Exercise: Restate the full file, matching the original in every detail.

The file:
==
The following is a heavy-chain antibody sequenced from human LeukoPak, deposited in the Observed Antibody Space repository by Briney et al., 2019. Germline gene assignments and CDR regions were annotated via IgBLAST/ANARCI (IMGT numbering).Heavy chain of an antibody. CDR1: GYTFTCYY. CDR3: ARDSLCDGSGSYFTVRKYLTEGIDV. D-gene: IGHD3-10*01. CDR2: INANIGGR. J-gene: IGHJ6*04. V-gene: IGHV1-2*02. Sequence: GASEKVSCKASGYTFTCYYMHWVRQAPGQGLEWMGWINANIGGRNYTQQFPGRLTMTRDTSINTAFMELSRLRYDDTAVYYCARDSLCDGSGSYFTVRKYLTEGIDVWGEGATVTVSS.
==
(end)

The following is a heavy-chain antibody sequenced from human LeukoPak, deposited in the Observed Antibody Space repository by Briney et al., 2019. Germline gene assignments and CDR regions were annotated via IgBLAST/ANARCI (IMGT numbering).Heavy chain of an antibody. CDR1: GYTFTCYY. CDR3: ARDSLCDGSGSYFTVRKYLTEGIDV. D-gene: IGHD3-10*01. CDR2: INANIGGR. J-gene: IGHJ6*04. V-gene: IGHV1-2*02. Sequence: GASEKVSCKASGYTFTCYYMHWVRQAPGQGLEWMGWINANIGGRNYTQQFPGRLTMTRDTSINTAFMELSRLRYDDTAVYYCARDSLCDGSGSYFTVRKYLTEGIDVWGEGATVTVSS.